Urban Wire Health marketplaces made significant progress in 2015. What will happen in 2016?
Matthew Buettgens
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Nearly all analysts predicted that enrollment in insurance plans offered through the healthcare marketplace would be higher in 2015 than in 2014, though projections varied. Using the latest enrollment data, we evaluate these projections—including our own—and look at what this might mean for the next open enrollment period beginning November 1.

When open enrollment started last year, policymakers and researchers attempted to estimate 2015 marketplace enrollment. The Congressional Budget Office (CBO) projected 13 million enrollees in 2015, the Department of Health and Human Services revised its projection downward to 9 million, and Citi Investment Research projected around 11 million. Using the Urban Institute's Health Insurance Policy Simulation Model, we projected that 10.9 million people would be enrolled by the end of 2015 open enrollment. 

Plan selections compared with actual enrollment

By March 2015, 11.7 million people had selected marketplace plans.  Some people who selected a plan, however, never paid the first month’s premium or failed to submit required documentation.  As a result, the number of plan selections is higher than the number of people who were actually covered by health plans.  So, while 11.7 million people had selected marketplace plans, the number of people actually covered by marketplace plans fell to 9.9 million by June 2015, a 15 percent decrease.  It is this actual enrollment that should be compared with the projections.

About 87 percent of people who selected plans through HealthCare.gov qualified for advanced premium tax credits (APTCs), which reduce premiums and are available to those who earn up to four times the poverty limit but are not eligible for Medicaid or other health coverage. There was much greater attrition among those eligible for APTCs than among those who weren’t eligible.  About 7.7 million people selected marketplace plans using APTCs, but only 6.2 million were covered by those plans in June, a 20 percent decrease.  By comparison, about 1.1 million people selected plans without tax credits through healthcare.gov, and 1.0 million were covered by June, a 10 percent decrease.


There was considerable variation among states in the share of people who selected plans and were still enrolled in June.  Mississippi and Hawaii lost 30 percent of people who selected plans.  Twelve states lost between 20 and 30 percent of plan selections: Arizona, Arkansas, DC, Georgia, Indiana, Louisiana, Minnesota, New Jersey, Ohio, South Carolina, Tennessee, and Texas.

How do the projections compare?

Before open enrollment began, we projected that 2015 marketplace enrollment would be 10.9 million.  Although 2015 plan selections were above that estimate, enrollment fell to 9.9 million by June, about 8 percent lower than our projections and 10 percent higher than HHS’ projections.   


The states that exceeded our projections the most are Florida (43 percent higher), Vermont (37 percent higher), DC (30 percent higher), and Maine (29 percent higher).  The states that fall below our projections the most are Hawaii (69 percent lower), Minnesota (64 percent lower), Iowa (57 percent lower), South Dakota (51 percent lower), and Arkansas (47 percent lower).  These are both diverse groups of states, with no obvious patterns in terms of Medicaid expansion decisions, size, region, and use of healthcare.gov.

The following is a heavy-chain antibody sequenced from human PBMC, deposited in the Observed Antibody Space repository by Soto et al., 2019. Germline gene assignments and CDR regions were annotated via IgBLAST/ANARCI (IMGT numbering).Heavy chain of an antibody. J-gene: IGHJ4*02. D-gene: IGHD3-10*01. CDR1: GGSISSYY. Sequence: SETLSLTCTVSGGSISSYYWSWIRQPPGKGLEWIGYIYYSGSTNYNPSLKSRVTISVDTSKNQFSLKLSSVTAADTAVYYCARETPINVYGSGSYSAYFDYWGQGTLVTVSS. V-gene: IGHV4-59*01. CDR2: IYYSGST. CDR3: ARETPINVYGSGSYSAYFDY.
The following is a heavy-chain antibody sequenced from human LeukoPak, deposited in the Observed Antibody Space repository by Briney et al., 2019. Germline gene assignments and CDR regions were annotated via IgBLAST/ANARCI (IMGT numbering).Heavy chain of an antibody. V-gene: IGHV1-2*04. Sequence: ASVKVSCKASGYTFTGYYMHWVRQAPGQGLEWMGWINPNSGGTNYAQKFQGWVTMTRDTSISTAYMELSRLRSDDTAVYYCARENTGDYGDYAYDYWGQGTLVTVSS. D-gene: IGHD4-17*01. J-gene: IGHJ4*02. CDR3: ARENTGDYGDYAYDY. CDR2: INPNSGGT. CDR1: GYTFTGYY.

There is more data available for states that use healthcare.gov for their marketplace enrollment, so we analyzed those states for a more in-depth review of our projections. Some patterns were notably different.  Among states that expanded Medicaid, enrollment with tax credits was only about 3 percent lower than our projections, while among states that did not, enrollment with tax credits was 34 percent higher than projected. 

We recently released a detailed analysis of marketplace participation rates by state and income level.  The high enrollment in non-expansion states was driven by particularly high enrollment among those with incomes between 100 and 150 percent of the poverty level.  We projected lower take-up because people below 138 percent of the poverty level in states that have not expanded Medicaid qualify for an exemption to the individual mandate penalties. It is possible that many were not aware of that exemption.

There was lower marketplace enrollment among those not eligible for tax credits than we projected.  This likely means that more people chose to enroll in a health plan outside the marketplace than a plan inside it. There are few economic or health care incentives for those not eligible for APTCs to choose a marketplace plan over an outside plan, or vice versa, so that decision was difficult to predict.  Also, these decisions may have been heavily influenced by broker participation, IT system performance, and other factors difficult to model.

What lies ahead for 2016? 

We have just released three reports that examine 2015 marketplace enrollment in more detail and discuss consequences for the 2016 open enrollment period:

A recent HHS report predicts marketplace enrollment would likely be between 9.4 million and 11.4 million by the end of 2016.  We have just revised our predictions based on analysis of 2015 enrollment rates.  Assuming a modest improvement in enrollment rates in 2016, we now project 11.2 million people could enroll in the marketplace in 2016.

A spreadsheet that compares 2015 plan selections, effectuated enrollment and projected enrollment for each state is available.


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Research Areas Health and health care
Policy Centers Health Policy Center
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